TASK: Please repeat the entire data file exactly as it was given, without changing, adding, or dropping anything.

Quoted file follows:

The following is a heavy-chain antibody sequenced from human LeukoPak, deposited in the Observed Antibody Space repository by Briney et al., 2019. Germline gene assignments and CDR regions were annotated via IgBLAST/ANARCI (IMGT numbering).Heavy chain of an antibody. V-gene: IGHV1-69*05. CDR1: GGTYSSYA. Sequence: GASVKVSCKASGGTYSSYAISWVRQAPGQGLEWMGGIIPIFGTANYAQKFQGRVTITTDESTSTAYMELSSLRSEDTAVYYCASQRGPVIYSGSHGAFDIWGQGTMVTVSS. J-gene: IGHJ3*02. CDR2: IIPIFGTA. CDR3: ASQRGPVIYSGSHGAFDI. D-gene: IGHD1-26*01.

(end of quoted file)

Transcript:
The following is a heavy-chain antibody sequenced from human LeukoPak, deposited in the Observed Antibody Space repository by Briney et al., 2019. Germline gene assignments and CDR regions were annotated via IgBLAST/ANARCI (IMGT numbering).Heavy chain of an antibody. V-gene: IGHV1-69*05. CDR1: GGTYSSYA. Sequence: GASVKVSCKASGGTYSSYAISWVRQAPGQGLEWMGGIIPIFGTANYAQKFQGRVTITTDESTSTAYMELSSLRSEDTAVYYCASQRGPVIYSGSHGAFDIWGQGTMVTVSS. J-gene: IGHJ3*02. CDR2: IIPIFGTA. CDR3: ASQRGPVIYSGSHGAFDI. D-gene: IGHD1-26*01.